Statistics say that people never take the stairs in a skyscraper because they have to go out through a series of doors and find the flight of stairs. If you can see the stairs and if you can actually see your colleague two floors up, then you’re not going to go take the elevator. You’re going to walk up to them, and you are actually going to remember to tell them this thing that you always wanted to tell them but you forgot that could make their work a little bit better. It’s often the conversations by the water cooler that trigger the breakthroughs and, of course, you get the exercise.

Tweet: It’s often the conversations by the water cooler that triggers the breakthroughs.

In some way, it’s these little inventions, and you can say that on each floor, the terrace is typically not much bigger than the room we sit in. Sometimes, it’s a little bit bigger, but it’s an outdoor space with greenery. If you have a phone call or a break, you can go out and you also have a straight view to the colleagues above and below you. As a result, the whole building has this rather striking spiral around it, almost like an ornament. You can say what makes the building look different is also what makes it perform differently. Of course, it’s not just an appearance. It’s inherent in the bones of the building that something else is possible.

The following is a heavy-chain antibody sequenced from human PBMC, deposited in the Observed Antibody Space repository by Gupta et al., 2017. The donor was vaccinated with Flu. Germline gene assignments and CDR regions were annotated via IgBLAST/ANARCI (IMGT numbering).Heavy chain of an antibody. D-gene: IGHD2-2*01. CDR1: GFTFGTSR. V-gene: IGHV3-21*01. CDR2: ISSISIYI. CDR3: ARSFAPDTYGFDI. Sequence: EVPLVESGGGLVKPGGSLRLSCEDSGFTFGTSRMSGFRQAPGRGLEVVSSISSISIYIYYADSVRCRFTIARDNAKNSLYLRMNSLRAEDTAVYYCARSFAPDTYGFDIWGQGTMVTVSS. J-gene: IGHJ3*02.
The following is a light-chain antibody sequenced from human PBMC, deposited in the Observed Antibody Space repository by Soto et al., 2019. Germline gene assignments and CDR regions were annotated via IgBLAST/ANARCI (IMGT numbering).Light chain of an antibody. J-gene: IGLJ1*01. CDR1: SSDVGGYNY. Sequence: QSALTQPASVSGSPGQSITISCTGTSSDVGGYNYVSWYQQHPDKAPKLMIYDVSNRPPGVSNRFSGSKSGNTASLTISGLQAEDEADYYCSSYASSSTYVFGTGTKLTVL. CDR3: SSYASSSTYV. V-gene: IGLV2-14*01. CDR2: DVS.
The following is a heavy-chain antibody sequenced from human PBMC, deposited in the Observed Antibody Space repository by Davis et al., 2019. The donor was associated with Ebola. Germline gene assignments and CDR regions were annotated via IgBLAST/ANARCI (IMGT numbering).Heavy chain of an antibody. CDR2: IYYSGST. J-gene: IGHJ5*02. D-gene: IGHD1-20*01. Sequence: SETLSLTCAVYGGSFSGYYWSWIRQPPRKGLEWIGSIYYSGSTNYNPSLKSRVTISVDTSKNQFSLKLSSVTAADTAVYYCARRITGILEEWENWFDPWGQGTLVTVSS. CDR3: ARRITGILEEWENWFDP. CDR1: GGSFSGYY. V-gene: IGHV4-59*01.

Here’s another building in New York.

This is our first building, which we call the Court Scraper. It’s a tetrahedron. It looks like a pyramid of sorts, but it’s a city block on the West side of Manhattan. We thought one of the anchors of public space in Europe in Copenhagen, where I come from, is the courtyard. The courtyard is a communal space where everybody who lives around the courtyard can go down and enjoy the weather, the trees, and nature. It’s a communal space, so if you forget your tricycle, bucket or teddy bear in the evening, it will still be there in the morning because even though you share it with hundreds of neighbors, it’s everybody’s communal courtyard. We thought, “What if we put that into a Manhattan city block?”